A prospective nonrandomized-controlled study investigated whether implementation of a central line-associated bloodstream infection (CLABSI) app, which had a self-assessment checklist of the CLABSI prevention best-practice bundle and just-in-time microlearning with on-demand videos, would reduce the CLABSI rate on the intervention units.12 There was a 48% decrease (P = .03) in the CLABSI rate on the units that implemented the app.12 Competitions with prizes were also held, with shift- and unit-based teams earning points for each self-assessment; increased engagement was found during the competition months.12


Focus groups were held with ICU nurses in Portugal before implementation of gamification for hand hygiene compliance, which included a dashboard providing real-time feedback.13 The nurses who participated in the focus groups stated that it was good to receive feedback about their hand hygiene; however, they weren't interested in obtaining badges and virtual goods because that took extra time.13


Additional research is needed to discern the effects of gamification on employee satisfaction, engagement, and productivity. Whether a gamified platform improves patient and staff satisfaction, along with staff work engagement, has yet to be explored. Therefore, the aim of this study was to explore the use and implementation of a gamified patient feedback system, the perception of users, and the relationship of the product's use to patient and staff outcomes.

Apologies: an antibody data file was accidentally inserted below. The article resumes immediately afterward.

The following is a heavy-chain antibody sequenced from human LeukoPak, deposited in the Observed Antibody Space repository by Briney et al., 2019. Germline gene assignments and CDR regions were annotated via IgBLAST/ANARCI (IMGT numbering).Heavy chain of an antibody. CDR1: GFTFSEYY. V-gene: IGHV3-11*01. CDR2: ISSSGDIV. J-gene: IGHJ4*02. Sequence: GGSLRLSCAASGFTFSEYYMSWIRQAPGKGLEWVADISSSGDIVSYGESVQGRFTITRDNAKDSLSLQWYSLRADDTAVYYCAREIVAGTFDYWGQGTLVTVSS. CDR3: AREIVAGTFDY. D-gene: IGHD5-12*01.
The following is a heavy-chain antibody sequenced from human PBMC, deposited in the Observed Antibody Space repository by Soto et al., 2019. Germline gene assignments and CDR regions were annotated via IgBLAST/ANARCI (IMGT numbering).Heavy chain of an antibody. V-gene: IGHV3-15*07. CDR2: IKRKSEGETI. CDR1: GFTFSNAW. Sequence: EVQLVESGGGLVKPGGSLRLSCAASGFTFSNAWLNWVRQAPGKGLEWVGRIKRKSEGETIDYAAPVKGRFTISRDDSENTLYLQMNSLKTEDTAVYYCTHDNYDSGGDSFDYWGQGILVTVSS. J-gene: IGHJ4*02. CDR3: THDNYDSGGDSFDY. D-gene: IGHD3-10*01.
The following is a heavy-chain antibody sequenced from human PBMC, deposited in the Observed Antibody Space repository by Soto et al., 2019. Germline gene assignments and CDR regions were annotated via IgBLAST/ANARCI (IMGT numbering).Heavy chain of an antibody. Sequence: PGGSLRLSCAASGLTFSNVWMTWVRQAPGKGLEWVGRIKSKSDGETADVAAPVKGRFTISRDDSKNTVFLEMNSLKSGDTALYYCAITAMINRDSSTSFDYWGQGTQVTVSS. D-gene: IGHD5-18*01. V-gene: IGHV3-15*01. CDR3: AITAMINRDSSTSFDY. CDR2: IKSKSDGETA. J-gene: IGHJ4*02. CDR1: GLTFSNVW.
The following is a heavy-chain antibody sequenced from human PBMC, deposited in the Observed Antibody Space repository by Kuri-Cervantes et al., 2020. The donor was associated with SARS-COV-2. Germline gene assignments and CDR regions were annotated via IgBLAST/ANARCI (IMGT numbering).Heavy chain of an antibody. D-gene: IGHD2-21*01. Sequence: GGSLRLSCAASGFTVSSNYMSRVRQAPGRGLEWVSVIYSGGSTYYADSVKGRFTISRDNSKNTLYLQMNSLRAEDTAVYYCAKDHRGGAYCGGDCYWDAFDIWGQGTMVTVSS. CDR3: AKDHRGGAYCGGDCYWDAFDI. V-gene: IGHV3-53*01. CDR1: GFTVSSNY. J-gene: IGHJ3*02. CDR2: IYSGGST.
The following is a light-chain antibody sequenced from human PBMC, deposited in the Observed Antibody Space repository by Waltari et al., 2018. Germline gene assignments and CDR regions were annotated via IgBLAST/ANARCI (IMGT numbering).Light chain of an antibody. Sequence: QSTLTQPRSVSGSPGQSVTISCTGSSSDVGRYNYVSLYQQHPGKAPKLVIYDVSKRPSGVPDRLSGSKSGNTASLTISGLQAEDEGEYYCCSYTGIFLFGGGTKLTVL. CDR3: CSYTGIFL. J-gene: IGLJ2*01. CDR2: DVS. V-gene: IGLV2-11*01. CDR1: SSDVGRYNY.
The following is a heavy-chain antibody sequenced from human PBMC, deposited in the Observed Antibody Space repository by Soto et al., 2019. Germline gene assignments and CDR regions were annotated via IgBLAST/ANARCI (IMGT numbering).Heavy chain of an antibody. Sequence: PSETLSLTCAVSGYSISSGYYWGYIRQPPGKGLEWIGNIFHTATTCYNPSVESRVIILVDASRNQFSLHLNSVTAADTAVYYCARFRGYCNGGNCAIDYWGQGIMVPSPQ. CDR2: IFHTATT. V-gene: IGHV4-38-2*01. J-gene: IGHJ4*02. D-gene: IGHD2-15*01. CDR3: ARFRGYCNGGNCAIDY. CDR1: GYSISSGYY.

A pilot longitudinal mixed-methods study was conducted to explore staff members' and patients' perspectives of a system providing real-time patient feedback and investigate whether implementation of this system on the intervention unit would increase patient and staff satisfaction as compared with a similar 38-bed medical-surgical unit that hadn't implemented the gamified system.


Before implementing the gamified system on the intervention unit, representatives from the product vendor educated staff, leaders, and patient ambassadors. The patient ambassadors and leaders were instructed on the procedure for collecting patient feedback, which was to visit patients in their rooms and assist them and their families with filling out anonymous reviews of their caregivers on a tablet. Staff members gained access to their patient feedback on their personal dashboard after the gamified system had been implemented for 30 days.


On the intervention unit, patients were interviewed to obtain their perspective of the gamified system and staff members participated in focus groups to provide their feedback on this system. Staff members on the intervention and comparison units responded to a staff satisfaction and work engagement survey at four time periods: baseline, before implementation of the gamified system; after 3 months of use; after 6 months of use; and after 9 months of use. On both units, patient satisfaction was measured by HCAHPS surveys at baseline and 6 months after implementation of the gamified system. Before the study commencement, approval was obtained from the hospital system's Institutional Review Board to ensure that the rights of participants were protected.